The Most Lopsided Trade of All-Time!

The Most Lopsided Trade of All-Time!


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Most Lopsided Trade of All Time!

Awhile back I started a series on lopsided trades. Some of you may remember a couple of the more notorious ones I featured: the Lou Brock for Ernie Broglio trade that causes heart-burn to Cub fans even to this day; and the Frank Robinson for Milt Pappas fiasco from which many Reds fans are likewise are still hurting.

But today, I think I’ve discovered the most lopsided trade in the history of baseball. Granted, it happened a long time ago, but it still counts. What if I told you there was once a 4-player-for-14-player swap which sent three future Hall-of-Famers one way for four unknowns? Would you believe me? Yes, it happened in 1899 in a trade between the Pittsburgh Pirates and the Louisville Colonials. It actually makes Brock-for Broglio look mild by comparison!

Here’s what the Pirates got in this one-sided deal: Honus Wagner, possibly the greatest shortstop and all-around player ever; Hall-of Fame pitcher Rube Waddell; Hall-of-Fame outfielder and future manager Fred Clarke; future ace pitcher Deacon Phillippe who in 12 years with the Pirates went 168-92 (.646); plus star infielders Claude Richey and Tommy Leach; and steady catcher Chief Zimmer. Not a bad haul for the Pirates!

In the featured photo above, we see a beautiful photo of Honus Wagner, the centerpiece of this trade, colorized by our friend, Don Stokes. 

This trade turned a good Pirates team into a powerhouse which won pennants in 1901, ‘02 and ’03, and appeared in the first World Series in 1903. The 1902 Pirates were one of the greatest teams of all-time.  They outscored the next-best team by 142 runs and led the National League in hits, doubles, triples, batting average, on-base percentage, slugging average, and tied for the league lead in stolen bases. Their 103-36 record put them an amazing 27 ½ games ahead of second place Brooklyn, and their .741 winning percentage is the second highest in the 20th century. Over a 162 game schedule that computes to a 120-42 record. The 1902 Pirate offense was built around Ginger Beaumont, who led the league with a .357 average; plus the additions of Wagner (.330);  Clarke (.326); and third baseman Leach whose 22 triples and six homers led all National League batters, finishing second to Wagner in RBIs. Wagner led the league in runs, doubles, RBI, and slugging average.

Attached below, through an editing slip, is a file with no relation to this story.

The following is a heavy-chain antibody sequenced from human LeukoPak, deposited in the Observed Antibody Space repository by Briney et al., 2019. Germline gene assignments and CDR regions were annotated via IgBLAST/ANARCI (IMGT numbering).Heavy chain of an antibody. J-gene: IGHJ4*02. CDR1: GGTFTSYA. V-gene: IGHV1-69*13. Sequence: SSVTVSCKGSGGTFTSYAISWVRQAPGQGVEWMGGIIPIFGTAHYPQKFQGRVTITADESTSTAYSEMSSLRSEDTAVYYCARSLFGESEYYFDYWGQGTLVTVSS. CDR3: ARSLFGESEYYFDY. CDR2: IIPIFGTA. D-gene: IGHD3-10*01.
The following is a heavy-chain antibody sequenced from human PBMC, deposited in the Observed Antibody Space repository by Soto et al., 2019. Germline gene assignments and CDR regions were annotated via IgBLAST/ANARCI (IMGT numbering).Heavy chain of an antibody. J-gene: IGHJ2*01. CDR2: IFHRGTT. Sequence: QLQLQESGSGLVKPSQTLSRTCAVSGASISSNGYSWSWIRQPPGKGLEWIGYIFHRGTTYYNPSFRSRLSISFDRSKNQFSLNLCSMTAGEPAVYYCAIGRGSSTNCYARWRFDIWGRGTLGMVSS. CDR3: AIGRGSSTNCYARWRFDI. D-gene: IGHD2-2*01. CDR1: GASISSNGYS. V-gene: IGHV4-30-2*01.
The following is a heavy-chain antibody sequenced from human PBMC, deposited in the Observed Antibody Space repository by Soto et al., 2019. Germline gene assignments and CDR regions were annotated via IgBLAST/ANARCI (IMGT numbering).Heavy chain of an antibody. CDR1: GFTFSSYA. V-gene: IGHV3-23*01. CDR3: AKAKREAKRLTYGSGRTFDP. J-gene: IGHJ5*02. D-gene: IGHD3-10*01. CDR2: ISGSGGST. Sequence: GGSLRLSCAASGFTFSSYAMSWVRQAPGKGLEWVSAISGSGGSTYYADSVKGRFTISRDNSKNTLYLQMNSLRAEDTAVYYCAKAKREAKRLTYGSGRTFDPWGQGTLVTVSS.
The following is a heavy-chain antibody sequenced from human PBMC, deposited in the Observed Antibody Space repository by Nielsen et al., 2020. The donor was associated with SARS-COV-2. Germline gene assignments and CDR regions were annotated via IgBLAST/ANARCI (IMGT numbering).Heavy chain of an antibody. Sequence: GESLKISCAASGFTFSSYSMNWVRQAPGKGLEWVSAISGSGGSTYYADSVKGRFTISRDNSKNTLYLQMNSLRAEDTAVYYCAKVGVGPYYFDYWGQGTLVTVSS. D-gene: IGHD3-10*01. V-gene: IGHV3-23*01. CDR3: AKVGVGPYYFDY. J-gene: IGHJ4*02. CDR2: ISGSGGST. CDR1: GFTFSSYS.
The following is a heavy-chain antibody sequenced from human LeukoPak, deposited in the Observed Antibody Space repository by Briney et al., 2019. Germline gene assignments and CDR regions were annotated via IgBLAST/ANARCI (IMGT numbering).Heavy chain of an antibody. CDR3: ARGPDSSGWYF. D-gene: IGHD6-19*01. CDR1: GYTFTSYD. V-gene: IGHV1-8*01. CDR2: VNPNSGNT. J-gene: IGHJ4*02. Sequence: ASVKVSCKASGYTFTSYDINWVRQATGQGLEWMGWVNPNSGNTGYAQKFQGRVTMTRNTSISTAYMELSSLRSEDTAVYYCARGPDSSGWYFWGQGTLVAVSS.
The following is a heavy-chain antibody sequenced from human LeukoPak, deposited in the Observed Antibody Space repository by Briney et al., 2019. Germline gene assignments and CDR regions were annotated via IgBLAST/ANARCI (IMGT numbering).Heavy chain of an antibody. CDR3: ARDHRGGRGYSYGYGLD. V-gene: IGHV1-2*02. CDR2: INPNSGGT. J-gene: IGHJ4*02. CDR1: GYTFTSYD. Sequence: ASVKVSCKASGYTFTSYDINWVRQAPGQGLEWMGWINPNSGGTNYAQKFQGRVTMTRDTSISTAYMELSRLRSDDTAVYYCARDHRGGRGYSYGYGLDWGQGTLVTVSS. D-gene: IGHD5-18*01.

Newcomer Deacon Phillippe won 20 games that year and was a welcome addition to a staff that already included Jack Chesbro (28-6), Jesse Tannehill (20-6), Ed Doheny (16-4), and Sam Leever (15-7).

This trade was actually orchestrated by Louisville owner Barney Dreyfuss…and it worked out pretty good for him, too. The Pirates paid him $25,000 to settle Louisville debts. In addition, they gave him a half-interest in the Pittsburgh franchise!

And who did the Pirates give up in this one-sided deal? Well, I can guarantee you they’re names you’ve never hear of (except perhaps for Jack Chesboro who later returned to the Pirates). All-in-all, I’d say this deal worked out pretty good for the Bucs. They were contenders for the rest of the decade and won another pennant and their first World Series championship in 1909.

-Gary Livacari

Photo Credits: Colorization by Don Stokes:; other from public domain

Information: Edited from “The Best of Baseball,” by Paul Adomites

Subscribe to my blog for automatic updates and Free Bonus Reports: “Memorable World Series Moments” and “Gary’s Handy Dandy World Series Reference Guide.”


I'm a baseball historian who also loves to write. My forte is identifying ballplayers in old photos, and my specail interest is the Dead Ball Era.

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